Director John Tiffany writes about his stage adaptation of the acclaimed horror movie Let The Right One In, currently playing at The Abbey Theatre.
Let the Right One In is one of my favourite films of recent years. It is full of images that have burned their way into my mind: bodies frozen in coffins of ice; blood spilling on to snow; a patient in a hospital bed bursting into flames. I first saw it at a friend's house one lazy Sunday in the summer of 2009.
A year or so later I was approached about creating a stage version of Let the Right One In by a producer who had acquired the rights and immediately the idea felt exciting. It's a tender, brutal love story following the relationship between Oskar, a lonely bullied teenage boy, and Eli, a young female vampire who befriends him. At the time, I was associate director at the National Theatre of Scotland (working with Neil Murray and Graham McLaren), and it seemed perfect for the company. We are incredibly honoured that, now Neil and Graham have taken the reins at the Abbey, they have invited us to make a new version of the production with a brilliant all-Irish cast.
I knew the idea would appeal to my long-time collaborator, the director and choreographer Steven Hoggett. The physicality of a young female vampire – hunting and drinking blood – would be right up his street. The way communities are affected by murders and death was also something we had talked about exploring. I felt Jack Thorne, writer of such pioneering TV dramas as Skins and This Is England, would be the man to adapt this story for the stage. We gathered a team and dived into creating the production in 2013.
What is it about this myth that I keep returning to it in different forms? Obviously there’s the grief we all experience about growing up and leaving the innocence and free imaginations of childhood behind.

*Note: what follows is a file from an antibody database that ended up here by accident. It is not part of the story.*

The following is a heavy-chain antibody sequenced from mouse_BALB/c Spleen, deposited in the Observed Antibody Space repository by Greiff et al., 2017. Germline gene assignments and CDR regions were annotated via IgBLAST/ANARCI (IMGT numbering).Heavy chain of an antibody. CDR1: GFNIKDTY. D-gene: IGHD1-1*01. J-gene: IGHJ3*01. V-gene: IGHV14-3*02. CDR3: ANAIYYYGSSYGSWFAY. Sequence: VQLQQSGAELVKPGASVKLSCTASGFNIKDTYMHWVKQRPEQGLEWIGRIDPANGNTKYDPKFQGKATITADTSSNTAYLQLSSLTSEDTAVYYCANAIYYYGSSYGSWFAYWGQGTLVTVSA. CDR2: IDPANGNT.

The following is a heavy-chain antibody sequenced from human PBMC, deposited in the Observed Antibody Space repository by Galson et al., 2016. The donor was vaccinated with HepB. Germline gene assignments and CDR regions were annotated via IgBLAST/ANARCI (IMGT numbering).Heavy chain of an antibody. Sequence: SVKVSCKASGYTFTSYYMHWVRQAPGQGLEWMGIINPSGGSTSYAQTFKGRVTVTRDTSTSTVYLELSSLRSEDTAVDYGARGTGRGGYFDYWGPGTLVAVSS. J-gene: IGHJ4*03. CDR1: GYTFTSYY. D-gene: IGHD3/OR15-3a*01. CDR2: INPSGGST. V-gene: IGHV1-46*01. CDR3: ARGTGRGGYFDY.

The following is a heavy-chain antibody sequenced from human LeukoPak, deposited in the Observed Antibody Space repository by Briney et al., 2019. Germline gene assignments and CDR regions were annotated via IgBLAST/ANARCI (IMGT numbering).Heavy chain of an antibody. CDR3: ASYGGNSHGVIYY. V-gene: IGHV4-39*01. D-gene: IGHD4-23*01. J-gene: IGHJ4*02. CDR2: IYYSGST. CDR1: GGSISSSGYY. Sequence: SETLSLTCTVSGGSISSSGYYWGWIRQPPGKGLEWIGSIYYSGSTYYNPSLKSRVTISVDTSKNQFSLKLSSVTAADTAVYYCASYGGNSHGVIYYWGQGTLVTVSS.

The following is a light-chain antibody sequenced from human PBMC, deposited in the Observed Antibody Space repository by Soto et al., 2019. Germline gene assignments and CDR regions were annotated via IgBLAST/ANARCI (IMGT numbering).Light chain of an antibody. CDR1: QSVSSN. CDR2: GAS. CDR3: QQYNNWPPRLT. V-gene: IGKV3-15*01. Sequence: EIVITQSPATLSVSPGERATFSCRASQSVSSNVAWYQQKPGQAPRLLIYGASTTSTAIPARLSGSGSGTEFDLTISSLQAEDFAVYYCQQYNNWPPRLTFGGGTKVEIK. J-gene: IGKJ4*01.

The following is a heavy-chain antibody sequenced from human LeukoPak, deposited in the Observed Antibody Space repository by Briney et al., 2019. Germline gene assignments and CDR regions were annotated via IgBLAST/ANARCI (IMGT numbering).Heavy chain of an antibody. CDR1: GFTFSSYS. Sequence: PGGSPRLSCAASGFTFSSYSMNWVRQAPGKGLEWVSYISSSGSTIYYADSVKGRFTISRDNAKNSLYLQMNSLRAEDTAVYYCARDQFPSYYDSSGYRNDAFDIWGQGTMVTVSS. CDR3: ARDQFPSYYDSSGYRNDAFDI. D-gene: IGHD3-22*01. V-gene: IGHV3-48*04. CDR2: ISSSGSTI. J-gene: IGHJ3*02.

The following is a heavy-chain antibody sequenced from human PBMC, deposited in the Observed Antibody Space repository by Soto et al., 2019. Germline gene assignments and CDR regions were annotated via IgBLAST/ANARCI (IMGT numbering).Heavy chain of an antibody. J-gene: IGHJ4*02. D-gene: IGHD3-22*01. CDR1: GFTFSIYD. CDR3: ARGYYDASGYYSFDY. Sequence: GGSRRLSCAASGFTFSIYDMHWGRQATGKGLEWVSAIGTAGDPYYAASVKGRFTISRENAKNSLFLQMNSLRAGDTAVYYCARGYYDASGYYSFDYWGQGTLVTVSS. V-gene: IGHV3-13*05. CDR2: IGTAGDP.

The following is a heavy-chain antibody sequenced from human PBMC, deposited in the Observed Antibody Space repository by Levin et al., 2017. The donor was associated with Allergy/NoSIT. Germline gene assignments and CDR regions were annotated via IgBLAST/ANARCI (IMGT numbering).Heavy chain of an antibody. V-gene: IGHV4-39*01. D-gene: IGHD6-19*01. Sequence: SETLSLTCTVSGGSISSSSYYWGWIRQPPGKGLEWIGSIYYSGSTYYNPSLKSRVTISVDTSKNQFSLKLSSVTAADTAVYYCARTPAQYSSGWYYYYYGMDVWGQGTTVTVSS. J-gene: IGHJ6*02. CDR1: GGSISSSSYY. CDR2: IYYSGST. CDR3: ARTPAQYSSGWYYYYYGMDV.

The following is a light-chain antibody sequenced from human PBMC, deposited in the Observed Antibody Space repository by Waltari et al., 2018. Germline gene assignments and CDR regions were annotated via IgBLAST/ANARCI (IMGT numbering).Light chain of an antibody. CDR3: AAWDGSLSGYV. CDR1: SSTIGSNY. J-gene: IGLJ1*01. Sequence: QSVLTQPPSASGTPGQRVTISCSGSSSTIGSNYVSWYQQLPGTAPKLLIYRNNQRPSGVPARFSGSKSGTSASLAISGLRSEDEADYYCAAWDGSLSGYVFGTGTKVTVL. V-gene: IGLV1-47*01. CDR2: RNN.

It was only once we started rehearsals that I realised I was exploring yet another incarnation of the Peter Pan myth. JM Barrie, the creator of Peter Pan, was a Scottish writer and I had directed Peter Pan for a large scale National Theatre of Scotland tour in 2010. Peter Pan has haunted me since I was a little boy and the scene towards the end of the story when Peter returns to the nursery and is afraid for Wendy to turn the light on because he will see she has grown up, I find almost unbearably moving. Watching the story of Let the Right One In play out in front of me it struck me that Eli was Peter (the girl who wouldn't grow up), Hakan was Wendy and Oskar was Jane, Wendy’s daughter who she allows to fly off with Peter to Neverland.
What is it about this myth that I keep returning to it in different forms? Obviously there’s the grief we all experience about growing up and leaving the innocence and free imaginations of childhood behind. But I’m also fascinated by Peter and Eli as characters who won’t, or can’t, grow up. It’s a terrifying prospect as you are destined to witness your partner get old and pass away over and over again; it’s infinite heartbreak. In rehearsals last week, Katie, Craig, Nick and I were talking about this idea and whether Eli’s actions are selfish. When the notion of infinite heartbreak became clear to them I could tell that they were all very moved. We all had a moment of recognition about the deep pain within Eli, Oskar and Hakan.
As JM Barrie writes as the last line of Peter Pan...
‘…and thus it will go on, so long as children are gay and innocent and heartless.’
Let The Right One In is at the Abbey Theatre, Dublin, until January 20th - more details here.